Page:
Ron Mitchell and Mike King have collaborated to produce “The Roxbury Unseen Success Project,” a series of documentaries focused on the achievements of African Americans in Boston. (Joe Johnson photo)
When people think of Roxbury, the last thing that comes to mind is business and organizational success or the phrase, “Roxbury is rich!”
But rich it is.
One relevant example is The Roxbury Unseen Success Project, a series of documentaries about successful Roxburians like Beth Williams, CEO of the Roxbury Technology Corporation — a major supplier of toner to the multi-billion dollar Staples Corporation; or Ken and Lisa Guscott of Longbay Management Company — one of the leading partners in the development of the office tower at One Lincoln Street where State Street Corporation is headquartered.
The first documentary in the series premiered before a packed Hibernian Hall last month.
“The Roxbury Unseen Success Project” is a joint project of RDM Productions and the South End Technology Center that focuses on the milestones that Roxbury has made in what is considered the six primary categories used to evaluate community progress.
“If you look at Roxbury as an urban area,” said producer Ron Mitchell, “it actually far exceeds most urban areas in the country in the primary categories of business, education, health, political empowerment, arts and entertainment, and parks and recreation.
“But if you listen to the general commercial messages that come out about Roxbury,” Mitchell noted, “it’s about crime and poverty and we know that’s not what Roxbury is all about. Roxbury’s footprint affects the whole world, and that’s what this message is about.”
Mitchell, a 25-year veteran of the broadcast television industry, says the idea for the series was partly inspired by the highly successful, Boston-based “Phantom Gourmet.” The show started when its producer, David Andelman, the son of sports talk radio host Eddie Andelman, purchased on-air time for the show.
“That show gave me a business model that I could use, and so I ran out and put together a team and I created The Unseen TV, which was a commercial television show that ran in 2007. We created RDM Productions, an incorporated company and partnered with a corporate law firm to create 10 million shares of stock for the company,” Mitchell concluded.
His team created one season of “The Unseen TV,” totaling nine original shows that featured Theo Epstein, Heather Walker, Earl Graves Sr. and Jr., Kanye West, and Roxbury native Hassan Smith who leads a security company that has partnered with popular R&B singer John Legend.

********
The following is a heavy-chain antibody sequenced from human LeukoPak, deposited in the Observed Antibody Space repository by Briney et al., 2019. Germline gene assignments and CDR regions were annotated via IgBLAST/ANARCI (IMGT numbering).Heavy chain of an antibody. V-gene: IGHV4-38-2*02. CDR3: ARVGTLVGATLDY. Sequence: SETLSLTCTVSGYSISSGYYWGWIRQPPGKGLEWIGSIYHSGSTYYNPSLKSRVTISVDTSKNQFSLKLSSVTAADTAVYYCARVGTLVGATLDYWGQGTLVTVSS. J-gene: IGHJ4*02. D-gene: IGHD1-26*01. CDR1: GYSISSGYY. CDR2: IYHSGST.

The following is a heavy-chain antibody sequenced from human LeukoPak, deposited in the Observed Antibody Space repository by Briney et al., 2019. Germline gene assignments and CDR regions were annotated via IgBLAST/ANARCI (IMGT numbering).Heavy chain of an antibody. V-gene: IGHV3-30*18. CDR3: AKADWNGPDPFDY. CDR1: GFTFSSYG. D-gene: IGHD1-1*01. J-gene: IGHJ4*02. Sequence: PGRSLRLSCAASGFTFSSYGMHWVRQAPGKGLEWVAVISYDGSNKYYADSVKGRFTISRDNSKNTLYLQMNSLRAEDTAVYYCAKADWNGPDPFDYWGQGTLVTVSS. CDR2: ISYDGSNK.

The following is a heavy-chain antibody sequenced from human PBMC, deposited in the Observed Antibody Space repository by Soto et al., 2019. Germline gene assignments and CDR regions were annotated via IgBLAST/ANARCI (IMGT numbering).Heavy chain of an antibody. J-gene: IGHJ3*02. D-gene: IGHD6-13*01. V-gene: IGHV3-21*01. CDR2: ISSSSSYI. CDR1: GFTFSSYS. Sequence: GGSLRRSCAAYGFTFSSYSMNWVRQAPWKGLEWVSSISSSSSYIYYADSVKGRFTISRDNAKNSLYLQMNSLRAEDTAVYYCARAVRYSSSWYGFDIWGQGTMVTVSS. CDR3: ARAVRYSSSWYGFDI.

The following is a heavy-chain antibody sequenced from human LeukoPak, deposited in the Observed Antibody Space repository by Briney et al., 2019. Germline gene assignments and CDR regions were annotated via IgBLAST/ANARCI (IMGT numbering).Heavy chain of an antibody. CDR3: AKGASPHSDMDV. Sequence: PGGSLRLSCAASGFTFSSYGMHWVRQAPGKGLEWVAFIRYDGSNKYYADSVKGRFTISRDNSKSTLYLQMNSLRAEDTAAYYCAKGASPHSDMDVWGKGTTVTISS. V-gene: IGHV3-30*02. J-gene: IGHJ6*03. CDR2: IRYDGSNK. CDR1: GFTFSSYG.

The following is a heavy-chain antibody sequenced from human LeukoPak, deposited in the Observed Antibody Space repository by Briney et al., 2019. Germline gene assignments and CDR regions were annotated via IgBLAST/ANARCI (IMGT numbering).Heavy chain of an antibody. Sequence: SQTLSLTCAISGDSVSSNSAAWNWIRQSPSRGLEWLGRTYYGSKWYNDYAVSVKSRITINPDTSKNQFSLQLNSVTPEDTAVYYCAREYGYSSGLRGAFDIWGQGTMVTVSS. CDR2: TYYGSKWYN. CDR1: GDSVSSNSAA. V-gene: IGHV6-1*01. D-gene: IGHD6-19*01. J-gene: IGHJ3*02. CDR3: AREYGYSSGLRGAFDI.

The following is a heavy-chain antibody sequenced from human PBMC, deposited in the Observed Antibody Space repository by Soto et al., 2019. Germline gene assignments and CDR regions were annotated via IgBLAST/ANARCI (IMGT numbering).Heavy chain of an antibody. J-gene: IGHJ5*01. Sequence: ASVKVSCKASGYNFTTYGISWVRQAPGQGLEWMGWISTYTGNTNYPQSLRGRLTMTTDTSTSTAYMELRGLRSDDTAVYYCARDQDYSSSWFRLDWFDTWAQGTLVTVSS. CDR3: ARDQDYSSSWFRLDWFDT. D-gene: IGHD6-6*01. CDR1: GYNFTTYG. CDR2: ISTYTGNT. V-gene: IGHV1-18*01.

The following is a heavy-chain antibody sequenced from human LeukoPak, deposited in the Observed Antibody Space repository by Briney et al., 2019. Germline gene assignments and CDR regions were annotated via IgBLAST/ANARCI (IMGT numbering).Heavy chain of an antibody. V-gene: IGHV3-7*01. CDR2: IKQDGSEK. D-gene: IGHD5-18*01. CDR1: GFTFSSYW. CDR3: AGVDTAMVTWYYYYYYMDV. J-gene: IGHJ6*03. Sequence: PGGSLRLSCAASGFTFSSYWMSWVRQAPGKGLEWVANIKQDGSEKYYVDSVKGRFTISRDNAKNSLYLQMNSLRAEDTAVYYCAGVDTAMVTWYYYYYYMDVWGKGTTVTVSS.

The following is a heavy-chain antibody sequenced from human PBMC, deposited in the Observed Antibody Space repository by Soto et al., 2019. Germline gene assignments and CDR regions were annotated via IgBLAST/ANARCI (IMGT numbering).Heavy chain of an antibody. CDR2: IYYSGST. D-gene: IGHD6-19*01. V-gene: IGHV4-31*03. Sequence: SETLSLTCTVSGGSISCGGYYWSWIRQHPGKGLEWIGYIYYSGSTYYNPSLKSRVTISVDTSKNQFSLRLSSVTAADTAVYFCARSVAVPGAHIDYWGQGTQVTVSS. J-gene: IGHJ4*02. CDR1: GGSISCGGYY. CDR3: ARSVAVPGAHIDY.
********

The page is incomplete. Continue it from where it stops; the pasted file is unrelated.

“The premise of the The Unseen TV was to tell stories of really successful people that nobody knew,” Mitchell explained. “We wanted to show our viewers that success wasn’t the bling. You don’t have to be a gangster; you don’t have to be a rap star, or an athlete to have success. You could be a responsible person and you could have fun doing it.”
Mitchell went on. “Every episode had a “bling factor” that looked at what these successful people did in their spare time,” he said. “Some people like to surf. So we took an underwater camera and we went to Baja. Some people like to ski; some people like to kayak, so we put our anchorman in a kayak with a mic and we kayaked with Heather Walker who works for the Celtics.”
In 2008, Mitchell said they got a finance deal that went to term but when the economy went south, it took the funds with it.
“A year after that,” said Mitchell, “I sat down with Mike King of the South End Technology Center, who is director of photography on the project, and we started talking and brainstorming on how we could use film and video to help our community become more economically active. Mike said he liked the television show and wanted to continue working on that. So together we came up with the idea for the Roxbury Unseen Success Project, and we looked around for grants and found a request for proposals for funding that the Roxbury Trust Fund put out to support projects that would work as economic development tools for Roxbury.”